THE LACK THEREOF

Efficient CSS Algorithm

While thinking about Code Selectors I started contemplating how CSS gets applied to a webpage. Based on my readings, it is done the hard way. (stick link in here to mozilla's description of the process). I've also been using the improved PHP fork of html2ps, but the more CSS you use the slower it gets. So here is an idea for a CSS algorithm, at least for the context selector.

Example CSS:

  #a .b c {
    a1: 5;
    a2: 10;
  }
  .b c {
    a1: 10;
    a2: 20;
  }

During the parsing of the CSS text, we create a data structure which is element-centric. So maybe something like:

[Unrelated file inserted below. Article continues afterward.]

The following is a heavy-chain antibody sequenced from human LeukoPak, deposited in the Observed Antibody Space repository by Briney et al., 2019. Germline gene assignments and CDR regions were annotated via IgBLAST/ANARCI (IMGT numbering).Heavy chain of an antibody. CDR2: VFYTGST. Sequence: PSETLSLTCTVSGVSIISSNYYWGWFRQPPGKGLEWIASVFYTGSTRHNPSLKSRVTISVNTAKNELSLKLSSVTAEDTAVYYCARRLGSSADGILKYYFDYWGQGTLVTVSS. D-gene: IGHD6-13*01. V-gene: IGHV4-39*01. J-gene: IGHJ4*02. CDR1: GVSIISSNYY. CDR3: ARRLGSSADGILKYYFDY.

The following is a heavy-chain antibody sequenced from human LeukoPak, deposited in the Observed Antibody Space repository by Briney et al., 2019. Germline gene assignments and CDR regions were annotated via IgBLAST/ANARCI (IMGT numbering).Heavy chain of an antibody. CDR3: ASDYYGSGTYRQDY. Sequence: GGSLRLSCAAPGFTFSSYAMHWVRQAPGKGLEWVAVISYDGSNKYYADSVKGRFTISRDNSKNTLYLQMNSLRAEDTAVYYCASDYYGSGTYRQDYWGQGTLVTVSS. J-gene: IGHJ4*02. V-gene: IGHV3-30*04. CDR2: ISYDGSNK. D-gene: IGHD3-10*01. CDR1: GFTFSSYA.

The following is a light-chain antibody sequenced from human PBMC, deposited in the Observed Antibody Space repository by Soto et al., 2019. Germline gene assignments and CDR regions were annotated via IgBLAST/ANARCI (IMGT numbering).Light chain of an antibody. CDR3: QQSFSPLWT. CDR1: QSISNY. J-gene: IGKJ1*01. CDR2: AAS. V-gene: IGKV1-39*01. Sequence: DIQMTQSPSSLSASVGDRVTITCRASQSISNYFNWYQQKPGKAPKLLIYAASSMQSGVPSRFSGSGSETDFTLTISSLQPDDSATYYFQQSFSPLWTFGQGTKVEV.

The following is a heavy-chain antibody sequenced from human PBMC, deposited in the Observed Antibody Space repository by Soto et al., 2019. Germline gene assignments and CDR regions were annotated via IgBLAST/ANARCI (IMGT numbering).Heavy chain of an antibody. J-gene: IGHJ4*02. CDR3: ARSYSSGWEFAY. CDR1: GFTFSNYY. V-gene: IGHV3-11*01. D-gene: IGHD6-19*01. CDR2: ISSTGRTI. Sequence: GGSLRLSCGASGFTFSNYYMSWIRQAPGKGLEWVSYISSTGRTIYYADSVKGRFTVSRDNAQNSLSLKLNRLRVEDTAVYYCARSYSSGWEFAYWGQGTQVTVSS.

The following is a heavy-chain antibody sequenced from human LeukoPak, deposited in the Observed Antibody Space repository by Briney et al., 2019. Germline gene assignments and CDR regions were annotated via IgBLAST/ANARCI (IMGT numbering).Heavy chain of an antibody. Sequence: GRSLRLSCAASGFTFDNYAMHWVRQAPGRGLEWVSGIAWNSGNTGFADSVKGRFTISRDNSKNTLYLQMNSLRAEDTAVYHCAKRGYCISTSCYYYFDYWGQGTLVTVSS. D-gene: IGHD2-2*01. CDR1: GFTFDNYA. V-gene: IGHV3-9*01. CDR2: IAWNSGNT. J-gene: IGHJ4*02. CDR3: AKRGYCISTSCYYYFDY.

$css{c}{context}{'.b'}{context}{'#a'}{attrs} = {
    a1 => 5,
    a2 => 10,
  };
  $css{c}{context}{'.b'}{attrs} = {
    a1 => 10,
    a2 => 20,
  };

Then if we have some markup:

  <div id="a">
    <div class="b">
      <c>This is content</c>
    </div>
  </div>
  <div class="b">
    <c>This is more content</c>
  </div>

We traverse the tree. Lets traverse down to the first 'c' tag. Now we traverse the css hash-tree we built, starting with the current node. We go through the 'c' tag's list of contexts...

Each node has three things -- its tag name, its ID, and its class list.

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2017-03-25

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